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Reviewers: Tony Augarde [Editor], Steve Arloff, Nick Barnard, Pierre Giroux, Don Mather, Glyn Pursglove, George Stacy, Sam Webster, Jonathan Woolf



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SPYRO GYRA

A Foreign Affair

Amherst AMH 6611-2

 

 


1. Caribe
2. Khuda
3. Sweet Ole Thang
4. Falling Walls
5. Shinjuku
6. Chileno Boys
7. Samba for Two
8. Canção de Ninar
9. Antigua
10. Last Call
11. Dancing on Table Mountain

Jay Beckenstein - Saxes
Tom Schuman - Keyboards
Julio Fernandez - Guitars, vocals
Scott Ambush - Bass
Bonny B - Drums, percussion, vocals
Keb' Mo' - Vocals (track 10)
Arijit Singh - Vocals (track 2)
Sandeep Chowta - Strings, duduk samples, tabla programming (track 2)
Pedrito Martinez - Congas
Tosin Aribjsala - Percussion (track 11)

 

When I was at school, Spyrogyra was the name for a mysterious creature we heard about in biology lessons, without knowing quite what it was. Spyro Gyra is a group that might be called a "one-hit wonder", as (in the UK at least) they have only had one hit with Morning Dance in 1979. They have continued together since then and spend much of their time touring the world. This gave them the idea for this album, showing how world music has influenced their sound.

In fact I didn't realise what the CD was about when I first listened to it, as it just seemed to be the sort of smooth jazz we have come to expect from Spyro Gyra, with Jay Beckenstein's saxophone still the dominant voice in the band - and one of its major attractions. Yet I had noticed some influences in various tracks, such as the reggae beat (emphasis on the third beat of the bar) in the opening Caribe. There is also an obvious Indian feel to Khuda, with vocals delivering lyrics in Hindi. Here and elsewhere, Beckenstein's soprano sax adds an exotic oriental timbre.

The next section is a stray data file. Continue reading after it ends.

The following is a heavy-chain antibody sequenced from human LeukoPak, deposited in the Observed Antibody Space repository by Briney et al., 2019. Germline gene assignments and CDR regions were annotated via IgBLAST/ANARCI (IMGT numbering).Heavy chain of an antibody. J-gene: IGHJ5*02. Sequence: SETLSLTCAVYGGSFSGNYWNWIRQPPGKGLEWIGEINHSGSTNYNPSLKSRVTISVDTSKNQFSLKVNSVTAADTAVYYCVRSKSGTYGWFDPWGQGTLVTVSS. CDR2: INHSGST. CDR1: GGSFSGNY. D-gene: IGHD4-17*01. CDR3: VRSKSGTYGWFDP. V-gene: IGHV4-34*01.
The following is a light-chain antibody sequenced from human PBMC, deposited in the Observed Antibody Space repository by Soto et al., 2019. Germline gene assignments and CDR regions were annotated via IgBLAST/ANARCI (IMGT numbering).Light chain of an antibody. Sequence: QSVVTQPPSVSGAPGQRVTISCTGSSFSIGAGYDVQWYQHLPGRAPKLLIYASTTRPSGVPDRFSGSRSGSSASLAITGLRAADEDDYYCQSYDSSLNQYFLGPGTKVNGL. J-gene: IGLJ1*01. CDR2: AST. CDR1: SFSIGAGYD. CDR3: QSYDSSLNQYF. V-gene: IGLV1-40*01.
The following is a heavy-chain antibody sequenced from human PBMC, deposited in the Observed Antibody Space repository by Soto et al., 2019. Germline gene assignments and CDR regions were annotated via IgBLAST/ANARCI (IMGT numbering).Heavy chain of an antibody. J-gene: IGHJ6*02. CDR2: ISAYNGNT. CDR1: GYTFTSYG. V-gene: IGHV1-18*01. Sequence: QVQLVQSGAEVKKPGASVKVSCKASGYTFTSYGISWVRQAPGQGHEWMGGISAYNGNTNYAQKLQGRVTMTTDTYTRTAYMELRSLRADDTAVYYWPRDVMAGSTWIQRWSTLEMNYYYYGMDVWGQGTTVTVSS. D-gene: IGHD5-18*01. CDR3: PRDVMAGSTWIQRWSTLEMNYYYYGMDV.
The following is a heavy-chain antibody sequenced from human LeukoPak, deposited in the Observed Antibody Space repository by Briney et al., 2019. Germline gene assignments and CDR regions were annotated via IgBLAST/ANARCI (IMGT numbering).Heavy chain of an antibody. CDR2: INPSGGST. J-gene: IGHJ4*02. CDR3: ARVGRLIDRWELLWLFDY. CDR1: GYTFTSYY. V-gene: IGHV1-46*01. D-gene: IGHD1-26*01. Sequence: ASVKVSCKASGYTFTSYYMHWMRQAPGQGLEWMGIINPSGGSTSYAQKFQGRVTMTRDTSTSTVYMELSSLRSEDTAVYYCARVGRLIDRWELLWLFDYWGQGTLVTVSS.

The sound of steel drums on Sweet Ole Thang returns us to the Caribbean mood - and they contribute to an attractive sound reminiscent of the catchy Morning Dance. Guitarist Julio Fernandez is featured on the funky Falling Walls, which has a Middle Eastern atmosphere. Julio sings Chileno Boys, which takes us to Mexico, while Shinjuku is in Japanese vein.

Samba For Two and Canção de Ninar use Brazilian rhythms: the former having a charming rhythm, while the latter sounds a bit like Mr Wonderful to me! Antigua refers seductively to a World Heritage city in Guatemala, and Keb' Mo' sings Last Call with a poignant late-night aura. The closing Dancing on Table Mountain hasn't got the expected South African feel but is simply a pleasant jazz-fusion outing.

Spyro Gyra continues to make music which is likable even if it is not particularly profound.

Tony Augarde

www.augardebooks.co.uk



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